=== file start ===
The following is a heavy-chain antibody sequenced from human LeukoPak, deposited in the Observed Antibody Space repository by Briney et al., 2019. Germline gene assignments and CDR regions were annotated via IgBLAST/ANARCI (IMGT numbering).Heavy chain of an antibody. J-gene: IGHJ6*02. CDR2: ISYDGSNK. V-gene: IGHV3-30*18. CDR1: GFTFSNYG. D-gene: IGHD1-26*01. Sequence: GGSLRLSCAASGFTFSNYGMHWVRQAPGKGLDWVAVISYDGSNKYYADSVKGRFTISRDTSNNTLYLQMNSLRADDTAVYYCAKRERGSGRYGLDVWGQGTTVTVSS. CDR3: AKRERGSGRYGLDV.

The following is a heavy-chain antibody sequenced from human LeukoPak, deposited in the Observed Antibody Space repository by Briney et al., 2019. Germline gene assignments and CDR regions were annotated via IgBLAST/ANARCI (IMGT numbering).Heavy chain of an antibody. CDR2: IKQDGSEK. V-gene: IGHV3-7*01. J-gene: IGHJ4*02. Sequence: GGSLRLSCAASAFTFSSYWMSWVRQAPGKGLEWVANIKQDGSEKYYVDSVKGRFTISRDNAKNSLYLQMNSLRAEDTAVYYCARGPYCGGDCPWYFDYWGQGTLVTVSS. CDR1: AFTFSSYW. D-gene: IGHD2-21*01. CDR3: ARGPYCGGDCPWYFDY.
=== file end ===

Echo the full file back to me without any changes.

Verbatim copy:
The following is a heavy-chain antibody sequenced from human LeukoPak, deposited in the Observed Antibody Space repository by Briney et al., 2019. Germline gene assignments and CDR regions were annotated via IgBLAST/ANARCI (IMGT numbering).Heavy chain of an antibody. J-gene: IGHJ6*02. CDR2: ISYDGSNK. V-gene: IGHV3-30*18. CDR1: GFTFSNYG. D-gene: IGHD1-26*01. Sequence: GGSLRLSCAASGFTFSNYGMHWVRQAPGKGLDWVAVISYDGSNKYYADSVKGRFTISRDTSNNTLYLQMNSLRADDTAVYYCAKRERGSGRYGLDVWGQGTTVTVSS. CDR3: AKRERGSGRYGLDV.

The following is a heavy-chain antibody sequenced from human LeukoPak, deposited in the Observed Antibody Space repository by Briney et al., 2019. Germline gene assignments and CDR regions were annotated via IgBLAST/ANARCI (IMGT numbering).Heavy chain of an antibody. CDR2: IKQDGSEK. V-gene: IGHV3-7*01. J-gene: IGHJ4*02. Sequence: GGSLRLSCAASAFTFSSYWMSWVRQAPGKGLEWVANIKQDGSEKYYVDSVKGRFTISRDNAKNSLYLQMNSLRAEDTAVYYCARGPYCGGDCPWYFDYWGQGTLVTVSS. CDR1: AFTFSSYW. D-gene: IGHD2-21*01. CDR3: ARGPYCGGDCPWYFDY.